Veterans invade their own memorials

The U.S. government shutdown could not stop veterans from passing through barricades to visit their war memorials in Washington Tuesday. The veterans, many of whom fought their way to victory over Nazi Germany and Imperial Japan during World War II, came from Mississippi and Iowa and were not going to be denied access to federal landmarks built in their honor.

Traveling with the group from Iowa was past American Legion Auxiliary Department of Iowa president Ann Rehbein – wife of Past National Commander Dave Rehbein – and their daughter, Jennifer, a Navy veteran. They went with 150 veterans of World War II, the Korean War and the Vietnam War through the Story County (Iowa) Freedom Flight program, which gives those who served during wartime an opportunity to visit national memorials and monuments that recognize their sacrifices.

When the Iowa group arrived and found the World War II Memorial barricaded due to the government shutdown which closed National Park Service sites around the country, one of the Story County volunteers "removed the barricade and said, ‘We’re going in,’" Ann Rehbein said. "They (park police) just stood to the side, folded their arms and let us go."

The veterans and volunteers were not worried about their uncharacteristic act of civil disobedience. "The adverse publicity (if the police had stopped them) would have been so bad that I didn’t feel apprehensive at all," she said.

By late afternoon, the veterans were moving on to the Korean War and Vietnam War Memorials. An Air Force veteran of Operation Enduring Freedom who had been furloughed from his Department of Defense civilian job for the day was impressed by the older veterans who weren’t going to let the government shutdown stand in their way. "World War II vets shouldn’t have to break into their own memorial," said Rob Joswiak, who had ridden a bicycle to the memorial to support the older veterans on the National Mall. "This is one of my favorite places," he said. "I run down here a lot, and it’s always inspiring."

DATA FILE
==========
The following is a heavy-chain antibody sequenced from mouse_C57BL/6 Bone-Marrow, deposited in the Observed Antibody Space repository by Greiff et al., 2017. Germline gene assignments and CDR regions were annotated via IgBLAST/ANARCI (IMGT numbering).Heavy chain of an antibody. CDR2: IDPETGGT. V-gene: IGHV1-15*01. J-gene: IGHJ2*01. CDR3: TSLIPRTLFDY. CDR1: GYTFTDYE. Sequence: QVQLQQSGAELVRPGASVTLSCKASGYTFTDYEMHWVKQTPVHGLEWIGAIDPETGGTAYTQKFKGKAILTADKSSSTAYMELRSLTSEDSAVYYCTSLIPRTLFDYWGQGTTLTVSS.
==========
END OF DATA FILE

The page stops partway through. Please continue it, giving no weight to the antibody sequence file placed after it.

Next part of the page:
Joswiak, who works at nearby Fort Meade in Maryland, says the government shutdown has been "the only thing anyone’s been taking about. I’m single and budget pretty well, so I’m in good shape for awhile, but many of my colleagues face a lot of uncertainty – especially if this goes on too long."

By the time Joswiak arrived at the scene, all was quiet at the World War II Memorial. A few middle-aged tourists were seeking shady refuge from the 90-degree heat and high humidity. Some elderly Japanese veterans and their companions could be seen viewing the memorial from an adjacent park. A lone police officer patrolled the memorial grounds.

The place had been much livelier earlier in the day when veterans crossed the barricades to see their memorials. Some of the veterans had been escorted by Sen. Tom Harkin of Iowa and Reps. Bill Huizenga of Michigan, Louie Gohmert of Texas, Steve King of Iowa and Steven Palazzo of Mississippi. The lawmakers had met the vets upon their arrival at Reagan National Airport earlier in the day and led them to the National Mall.

Park officers on the scene offered no resistance to what one congressman called "a peaceful act of civil disobedience."

Four more Honor Flights are expected to arrive in D.C. today.




  1. Honor Flight Columbus will be flying our last mission of the year on 19 October and I'm looking forward to it. It's assuring to know our senior veterans will be able to visit their memorials. However, I feel sorry for the school groups and all those who held fundraising events and saved their pennies to afford a trip to our Nation's capitol only to find the doors closed.
  2. Again we're posting on a "civil act of disobedience". If you'll look up the facts you'll find the WWII memorial was paid for by the vets. About 197 Mil was raised of which the gov't contributed about 16 Mil. Google it. The memorial belongs to the vet's!
  3. It was such a huge honor to accompany these veterans on what turned out to be a most memorable day. They made world wide history all over again. Snippets overheard were on the order of - "the Nazi's couldn't stop us then and a little fence isn't going to stop us now." One 90 year old veteran was disappointed that the barricades were not able to be removed at the Lincoln Memorial because he wanted to climb to the top of the stairs. We went on to lay a wreath at Arlington Cemetery, visit the Air Force Memorial, the Navy Memorial, the Korean and Viet Nam memorial where I held a weeping veteran in my arms, and to the Iwo Jima memorial for a final group picture. On the way home "mail call" was held with veterans receiving letters family members and friends had written to them.
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